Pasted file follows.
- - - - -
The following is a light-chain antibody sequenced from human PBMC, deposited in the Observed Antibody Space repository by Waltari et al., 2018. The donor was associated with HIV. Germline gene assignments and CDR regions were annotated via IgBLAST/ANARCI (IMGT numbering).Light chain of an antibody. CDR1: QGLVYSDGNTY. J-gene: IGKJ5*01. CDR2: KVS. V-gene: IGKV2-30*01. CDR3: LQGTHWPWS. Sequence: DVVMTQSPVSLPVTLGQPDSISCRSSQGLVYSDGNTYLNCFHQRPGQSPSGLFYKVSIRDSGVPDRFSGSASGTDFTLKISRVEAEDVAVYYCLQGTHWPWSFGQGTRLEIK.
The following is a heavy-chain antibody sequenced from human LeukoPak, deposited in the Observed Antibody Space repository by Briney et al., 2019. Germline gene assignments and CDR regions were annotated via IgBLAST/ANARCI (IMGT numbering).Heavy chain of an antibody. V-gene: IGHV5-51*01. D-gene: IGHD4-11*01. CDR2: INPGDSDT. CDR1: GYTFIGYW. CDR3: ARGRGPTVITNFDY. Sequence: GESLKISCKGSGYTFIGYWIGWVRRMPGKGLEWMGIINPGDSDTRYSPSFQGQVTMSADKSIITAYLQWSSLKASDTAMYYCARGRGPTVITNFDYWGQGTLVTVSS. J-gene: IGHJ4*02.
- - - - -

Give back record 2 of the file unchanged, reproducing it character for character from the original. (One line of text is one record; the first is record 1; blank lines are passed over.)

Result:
The following is a heavy-chain antibody sequenced from human LeukoPak, deposited in the Observed Antibody Space repository by Briney et al., 2019. Germline gene assignments and CDR regions were annotated via IgBLAST/ANARCI (IMGT numbering).Heavy chain of an antibody. V-gene: IGHV5-51*01. D-gene: IGHD4-11*01. CDR2: INPGDSDT. CDR1: GYTFIGYW. CDR3: ARGRGPTVITNFDY. Sequence: GESLKISCKGSGYTFIGYWIGWVRRMPGKGLEWMGIINPGDSDTRYSPSFQGQVTMSADKSIITAYLQWSSLKASDTAMYYCARGRGPTVITNFDYWGQGTLVTVSS. J-gene: IGHJ4*02.